• Breastfeeding challenges: Certain breastfeeding challenges, such as latch issues, tongue-tie, or other difficulties, can result in low breast milk supply.

Getting a prescription for domperidone

As mentioned earlier in this article, domperidone is a prescription-only medication, and one which needs to be prescribed by your regular doctor.

If you have explored other avenues of breastfeeding support and they haven’t been successful, you can talk to your doctor about the potential benefits of using domperidone to boost breast milk supply.

Typically, your doctor will prescribe the lowest possible dose of domperidone, to begin with, and then increase the dosage if needed, depending on how you and your baby are responding.

Like with all prescription medications, it is important to only ever take medicine that has been prescribed specifically for you. You should never try someone else’s medication, even if they say it has worked well for them.

Dosage and administration

In Australia, the usual starting dose of domperidone is 10 mg (one tablet) every eight hours, or three times a day until breast milk supply is well established. This may take several weeks.

Occasionally, your lactation consultant or doctor may increase the dose to 20mg (two tablets) three times a day. The dose may vary depending on your milk supply, but you should not have more than 60mg (six tablets) in one day.

Once your breast milk supply is well established, you can start to decrease the dosage for one week, before stopping the medicine altogether. Your GP will guide you on this process once they are satisfied you have adequate breast milk supply.

Domperidone as a galactagogue works best if you are also regularly expressing breast milk using an electric breast pump.

How is domperidone taken?

Typically, the tablets are swallowed with water or dispersed in a small amount of water.

What should I do if I forget to take a dose?

Never give a double dose of medication to make up for a missed dose.

Take the missed dose if you remember during the day, as long as it is at least four hours before the next dose is due. Otherwise, skip the missed dose and continue to administer the medication as usual. If you miss several doses in a row, consult your doctor.

I took my dose, but then vomited – now what?

If you become vomit within 30 minutes of taking domperidone, take the same dose again.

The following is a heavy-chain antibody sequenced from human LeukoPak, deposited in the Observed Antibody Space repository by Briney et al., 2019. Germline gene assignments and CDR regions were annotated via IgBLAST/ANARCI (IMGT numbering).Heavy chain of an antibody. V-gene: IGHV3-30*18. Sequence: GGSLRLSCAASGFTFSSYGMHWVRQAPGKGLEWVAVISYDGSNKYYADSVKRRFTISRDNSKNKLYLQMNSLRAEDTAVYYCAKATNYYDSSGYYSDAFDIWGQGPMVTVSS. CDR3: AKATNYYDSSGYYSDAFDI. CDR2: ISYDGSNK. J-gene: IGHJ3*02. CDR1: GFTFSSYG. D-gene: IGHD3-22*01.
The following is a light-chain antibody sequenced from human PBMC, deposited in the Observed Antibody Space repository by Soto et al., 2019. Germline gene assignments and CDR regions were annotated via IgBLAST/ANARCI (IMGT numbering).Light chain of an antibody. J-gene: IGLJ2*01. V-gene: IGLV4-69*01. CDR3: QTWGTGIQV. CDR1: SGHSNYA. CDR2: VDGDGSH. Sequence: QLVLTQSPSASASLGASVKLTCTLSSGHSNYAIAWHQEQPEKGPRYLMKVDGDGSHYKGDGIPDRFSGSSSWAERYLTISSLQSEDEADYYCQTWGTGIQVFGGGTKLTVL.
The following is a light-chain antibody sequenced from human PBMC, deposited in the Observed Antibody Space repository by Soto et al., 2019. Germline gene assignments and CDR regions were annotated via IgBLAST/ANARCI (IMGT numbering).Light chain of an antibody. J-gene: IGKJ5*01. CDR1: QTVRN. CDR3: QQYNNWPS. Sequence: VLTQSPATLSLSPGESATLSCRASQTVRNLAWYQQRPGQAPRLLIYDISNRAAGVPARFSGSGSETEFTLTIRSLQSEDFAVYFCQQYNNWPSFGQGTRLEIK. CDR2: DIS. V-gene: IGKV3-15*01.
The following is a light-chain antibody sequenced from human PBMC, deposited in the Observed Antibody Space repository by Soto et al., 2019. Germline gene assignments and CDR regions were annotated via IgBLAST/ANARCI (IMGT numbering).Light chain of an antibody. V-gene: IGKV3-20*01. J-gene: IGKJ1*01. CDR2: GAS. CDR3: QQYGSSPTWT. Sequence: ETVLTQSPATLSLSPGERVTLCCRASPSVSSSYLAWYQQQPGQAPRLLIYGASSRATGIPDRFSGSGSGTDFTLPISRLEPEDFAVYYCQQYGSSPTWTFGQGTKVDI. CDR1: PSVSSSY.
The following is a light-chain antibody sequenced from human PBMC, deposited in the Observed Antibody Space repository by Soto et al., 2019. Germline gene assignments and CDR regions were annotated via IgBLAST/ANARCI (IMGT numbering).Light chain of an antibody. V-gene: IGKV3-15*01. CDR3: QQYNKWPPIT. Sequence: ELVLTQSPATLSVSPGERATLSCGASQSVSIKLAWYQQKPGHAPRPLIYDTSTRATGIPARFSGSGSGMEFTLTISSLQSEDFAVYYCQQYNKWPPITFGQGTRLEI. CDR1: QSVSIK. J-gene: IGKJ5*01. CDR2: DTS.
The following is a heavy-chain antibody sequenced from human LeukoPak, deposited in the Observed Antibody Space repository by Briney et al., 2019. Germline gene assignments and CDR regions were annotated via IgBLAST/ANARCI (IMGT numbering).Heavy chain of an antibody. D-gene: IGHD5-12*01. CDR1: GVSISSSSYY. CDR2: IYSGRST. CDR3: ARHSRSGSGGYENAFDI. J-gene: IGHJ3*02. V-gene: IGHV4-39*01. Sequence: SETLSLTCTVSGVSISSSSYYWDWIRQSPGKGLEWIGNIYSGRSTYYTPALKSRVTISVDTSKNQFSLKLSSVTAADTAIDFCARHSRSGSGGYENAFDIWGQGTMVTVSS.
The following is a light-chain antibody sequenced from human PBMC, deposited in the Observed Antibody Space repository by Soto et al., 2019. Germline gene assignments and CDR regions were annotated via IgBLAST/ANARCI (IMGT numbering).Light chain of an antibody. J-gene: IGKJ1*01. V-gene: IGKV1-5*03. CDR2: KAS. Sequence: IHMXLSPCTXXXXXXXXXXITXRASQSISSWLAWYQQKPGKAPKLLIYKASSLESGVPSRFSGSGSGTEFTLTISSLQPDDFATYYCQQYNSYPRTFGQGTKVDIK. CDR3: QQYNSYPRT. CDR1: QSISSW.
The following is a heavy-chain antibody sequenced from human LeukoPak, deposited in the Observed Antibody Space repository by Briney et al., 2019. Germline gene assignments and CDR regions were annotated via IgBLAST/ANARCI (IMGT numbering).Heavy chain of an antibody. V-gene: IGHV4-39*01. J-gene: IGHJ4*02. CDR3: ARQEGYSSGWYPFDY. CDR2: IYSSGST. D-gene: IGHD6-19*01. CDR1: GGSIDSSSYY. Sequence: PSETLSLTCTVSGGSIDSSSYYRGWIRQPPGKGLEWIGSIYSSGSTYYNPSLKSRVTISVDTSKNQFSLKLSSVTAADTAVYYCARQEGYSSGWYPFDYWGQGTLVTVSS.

You do not need to take another dose of domperidone if you become vomit more than 30 minutes after taking it. Wait until the next scheduled dose.

If you continue to vomit, consult your lactation consultant or GP, as this may have an impact on your breastfeeding. They will make a decision based on your condition and your baby.

How to know if domperidone is working

It may take up to a week to notice an increase in breast milk supply once you start taking domperidone, and up to two to four weeks to see the full effect. Continue to breastfeed or express during this time and contact your breastfeeding specialist, such as a lactation consultant, doctor, or maternal and child health nurse if you have any concerns or feel you need additional advice.

There are a few steps you can take to monitor your progress and track whether taking domperidone is increasing your breast milk output.

  • Keep a milk supply log: Record the amount of milk you pump or express before and after starting domperidone. Jot down the frequency of breastfeeding sessions and any changes in milk production.
  • Weigh your baby regularly: Regularly weigh your baby to track their growth. An increase in weight can be an indication that they are getting enough milk.
  • Track wet nappies: Monitor your baby’s nappy output. An increase in wet diapers and bowel movements may suggest improved milk intake.
  • Monitor your baby’s behaviour: Pay attention to your baby’s behaviour during and after breastfeeding. If they seem more satisfied and content, it could be a sign that they are getting more milk.

Combining domperidone with other strategies or medications

While the use of domperidone can help to boost breast milk supply, increasing maternal milk production can also be influenced by other lifestyle factors and strategies. For one, it’s really important that breastfeeding mothers stay hydrated (it’s thirsty work, after all!) and nourished as dehydration and poor nutrition can impact breast milk supply.

As you likely already know, breast milk production is based on supply and demand, so the more you are nursing or expressing, the more your body should produce to meet the needs of your baby. Try to ensure you are feeding on demand and pumping regularly in order to stimulate milk production and establish a good supply.

Another factor that can impact milk production is how your baby latches. If an infant does not latch properly, they will not drain the breast fully, meaning your body will not get the message to produce more breast milk. The art of latching can be tricky to master, so always reach out to your doctor or lactation consultant if you are having difficulty.